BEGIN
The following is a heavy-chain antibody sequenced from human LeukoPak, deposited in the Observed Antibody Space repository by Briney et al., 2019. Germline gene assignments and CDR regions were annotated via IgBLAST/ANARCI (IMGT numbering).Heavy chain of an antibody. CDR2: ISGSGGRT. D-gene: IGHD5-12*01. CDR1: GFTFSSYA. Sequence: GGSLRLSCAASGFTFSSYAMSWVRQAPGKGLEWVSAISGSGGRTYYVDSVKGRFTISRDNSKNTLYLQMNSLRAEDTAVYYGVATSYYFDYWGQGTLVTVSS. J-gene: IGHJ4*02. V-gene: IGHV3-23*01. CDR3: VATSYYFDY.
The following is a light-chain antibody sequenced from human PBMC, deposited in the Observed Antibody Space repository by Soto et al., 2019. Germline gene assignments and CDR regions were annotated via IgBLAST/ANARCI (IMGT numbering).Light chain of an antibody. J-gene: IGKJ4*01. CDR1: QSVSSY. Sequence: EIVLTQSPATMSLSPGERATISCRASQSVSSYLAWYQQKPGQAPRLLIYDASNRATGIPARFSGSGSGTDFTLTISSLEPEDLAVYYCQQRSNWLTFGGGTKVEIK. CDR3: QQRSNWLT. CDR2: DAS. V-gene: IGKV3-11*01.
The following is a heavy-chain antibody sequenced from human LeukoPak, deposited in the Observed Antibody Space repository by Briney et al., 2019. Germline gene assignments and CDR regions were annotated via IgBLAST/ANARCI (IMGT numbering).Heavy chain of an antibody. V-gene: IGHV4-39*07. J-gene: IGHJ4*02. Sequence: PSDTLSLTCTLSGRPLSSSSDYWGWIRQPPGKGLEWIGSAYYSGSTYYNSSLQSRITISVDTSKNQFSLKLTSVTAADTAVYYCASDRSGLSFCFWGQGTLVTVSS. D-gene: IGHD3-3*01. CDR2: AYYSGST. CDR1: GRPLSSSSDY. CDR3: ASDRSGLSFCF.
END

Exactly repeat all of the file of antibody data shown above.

The following is a heavy-chain antibody sequenced from human LeukoPak, deposited in the Observed Antibody Space repository by Briney et al., 2019. Germline gene assignments and CDR regions were annotated via IgBLAST/ANARCI (IMGT numbering).Heavy chain of an antibody. CDR2: ISGSGGRT. D-gene: IGHD5-12*01. CDR1: GFTFSSYA. Sequence: GGSLRLSCAASGFTFSSYAMSWVRQAPGKGLEWVSAISGSGGRTYYVDSVKGRFTISRDNSKNTLYLQMNSLRAEDTAVYYGVATSYYFDYWGQGTLVTVSS. J-gene: IGHJ4*02. V-gene: IGHV3-23*01. CDR3: VATSYYFDY.
The following is a light-chain antibody sequenced from human PBMC, deposited in the Observed Antibody Space repository by Soto et al., 2019. Germline gene assignments and CDR regions were annotated via IgBLAST/ANARCI (IMGT numbering).Light chain of an antibody. J-gene: IGKJ4*01. CDR1: QSVSSY. Sequence: EIVLTQSPATMSLSPGERATISCRASQSVSSYLAWYQQKPGQAPRLLIYDASNRATGIPARFSGSGSGTDFTLTISSLEPEDLAVYYCQQRSNWLTFGGGTKVEIK. CDR3: QQRSNWLT. CDR2: DAS. V-gene: IGKV3-11*01.
The following is a heavy-chain antibody sequenced from human LeukoPak, deposited in the Observed Antibody Space repository by Briney et al., 2019. Germline gene assignments and CDR regions were annotated via IgBLAST/ANARCI (IMGT numbering).Heavy chain of an antibody. V-gene: IGHV4-39*07. J-gene: IGHJ4*02. Sequence: PSDTLSLTCTLSGRPLSSSSDYWGWIRQPPGKGLEWIGSAYYSGSTYYNSSLQSRITISVDTSKNQFSLKLTSVTAADTAVYYCASDRSGLSFCFWGQGTLVTVSS. D-gene: IGHD3-3*01. CDR2: AYYSGST. CDR1: GRPLSSSSDY. CDR3: ASDRSGLSFCF.